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Nadje Al-Ali

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Nadje Al-Ali

Director, Middle East Studies
Robert Family Professor of International Studies
Professor of Anthropology and Middle East Studies


Nadje Al-Ali is Robert Family Professor of International Studies and Professor of Anthropology and Middle East Studies. Her main research interests revolve around feminist activism and gendered mobilization, with a focus on Iraq, Egypt, Lebanon, Turkey and the Kurdish political movement. Her publications include What kind of Liberation? Women and the Occupation of Iraq (2009, University of California Press, co-authored with Nicola Pratt); Women and War in the Middle East: Transnational Perspectives (Zed Books, 2009, co-edited with Nicola Pratt); Iraqi Women: Untold Stories from 1948 to the Present (2007, Zed Books), and Secularism, Gender and the State in the Middle East (Cambridge University Press 2000. Her co-edited book with Deborah al-Najjar entitled We are Iraqis: Aesthetics & Politics in a Time of War (Syracuse University Press) won the 2014 Arab-American book prize for non-fiction. Professor Al-Ali is on the advisory board of kohl: a journal of body and gender research and has been involved in several feminist organizations and campaigns transnationally.


My research to date has focused on women’s and gendered mobilizations in the Middle East (Egypt, Iraq, Lebanon, Turkey and the Kurdish regions) as well as the gendered dimensions of transnational migration and diaspora mobilization (with reference to Bosnia-Herzegovina, Iraq and the Kurdish political movement).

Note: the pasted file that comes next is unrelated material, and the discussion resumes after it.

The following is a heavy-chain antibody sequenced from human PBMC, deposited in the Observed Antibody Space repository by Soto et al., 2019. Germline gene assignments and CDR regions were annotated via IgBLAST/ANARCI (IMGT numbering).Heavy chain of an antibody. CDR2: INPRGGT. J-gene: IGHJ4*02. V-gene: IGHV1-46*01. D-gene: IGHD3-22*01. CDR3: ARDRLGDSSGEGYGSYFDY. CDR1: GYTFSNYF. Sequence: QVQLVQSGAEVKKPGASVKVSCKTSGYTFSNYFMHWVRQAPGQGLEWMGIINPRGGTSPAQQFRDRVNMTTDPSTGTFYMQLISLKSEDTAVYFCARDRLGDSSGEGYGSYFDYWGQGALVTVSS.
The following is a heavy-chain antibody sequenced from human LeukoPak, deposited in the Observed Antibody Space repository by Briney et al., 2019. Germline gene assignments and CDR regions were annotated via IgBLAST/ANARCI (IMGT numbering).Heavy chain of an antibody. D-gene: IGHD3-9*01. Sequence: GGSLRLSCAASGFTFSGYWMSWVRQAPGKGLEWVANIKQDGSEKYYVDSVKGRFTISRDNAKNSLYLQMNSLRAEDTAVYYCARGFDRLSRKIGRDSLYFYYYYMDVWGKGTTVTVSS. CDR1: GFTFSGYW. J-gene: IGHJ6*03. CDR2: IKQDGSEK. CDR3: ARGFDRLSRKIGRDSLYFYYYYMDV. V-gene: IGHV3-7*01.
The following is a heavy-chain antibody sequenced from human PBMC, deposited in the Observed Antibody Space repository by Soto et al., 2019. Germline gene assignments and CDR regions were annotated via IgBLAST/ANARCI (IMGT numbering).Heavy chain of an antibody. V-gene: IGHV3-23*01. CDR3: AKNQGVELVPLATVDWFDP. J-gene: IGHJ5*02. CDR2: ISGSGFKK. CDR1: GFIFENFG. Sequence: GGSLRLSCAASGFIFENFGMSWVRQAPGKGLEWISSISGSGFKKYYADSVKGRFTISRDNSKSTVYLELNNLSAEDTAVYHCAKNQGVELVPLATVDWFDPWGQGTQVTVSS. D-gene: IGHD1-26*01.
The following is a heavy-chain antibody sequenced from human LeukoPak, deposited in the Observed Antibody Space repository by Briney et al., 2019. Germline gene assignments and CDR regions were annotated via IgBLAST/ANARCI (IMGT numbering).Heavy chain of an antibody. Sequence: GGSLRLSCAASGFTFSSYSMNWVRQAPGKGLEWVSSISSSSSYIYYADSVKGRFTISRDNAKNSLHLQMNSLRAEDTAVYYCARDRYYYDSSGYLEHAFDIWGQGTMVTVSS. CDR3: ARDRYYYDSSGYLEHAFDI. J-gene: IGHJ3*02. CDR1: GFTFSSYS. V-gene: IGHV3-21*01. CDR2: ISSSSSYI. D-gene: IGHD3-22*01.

Recently I have finished co-edited a book entitled Gender, Islam & Governance (co-edited with Deniz Kandiyoti and Katherine Spellman), which builds on Deniz Kandiyoti’s classic edited volume Women, Islam & the State (1991). In this volume, we are exploring the links between the politics of gender and governance issues (both global and domestic) in relation to a selected number of Muslim majority countries as well as Muslim diasporas.

Currently, I am engaged in research for a new book project with the working title Gender and Sexuality in the Middle East to be published by Cambridge University Press. Building on previous research and activism in relation to Egypt, Iraq, Turkey, Lebanon and the Kurdish movement, I am exploring the centrality of gender and sexuality for understanding key developments and processes in the region. One of the specific angles I am exploring is the complex relationship between knowledge production about gender and sexuality with reference to the Middle East in academic and activist contexts.


2019. (ed. with Deniz Kandiyoti & Kathryn Spellman) Gender, Governance & Islam. Edinburgh: University of Edinburgh Press. 

2019. ‘Feminist dilemmas: how to talk about gender-based violence with reference to the Middle East?’, Feminist Review; Issue 122: 16– 31.

2019. ‘Iraq: Gendering violence, sectarianisms and authoritarianism’, in Deniz Kandiyoti, Nadje Al-Ali & Kathryn Spellman (eds), Gender, Governance & Islam. Edinburgh: University of Edinburgh Press. 

2019 (with Ghiwa Sayegh). ‘Feminist and Queer Perspectives on West Asia’, in Queer Asia (eds. Jonathan Daniel Luther & Jennifer Ung Loh). London & New York: Zed Books.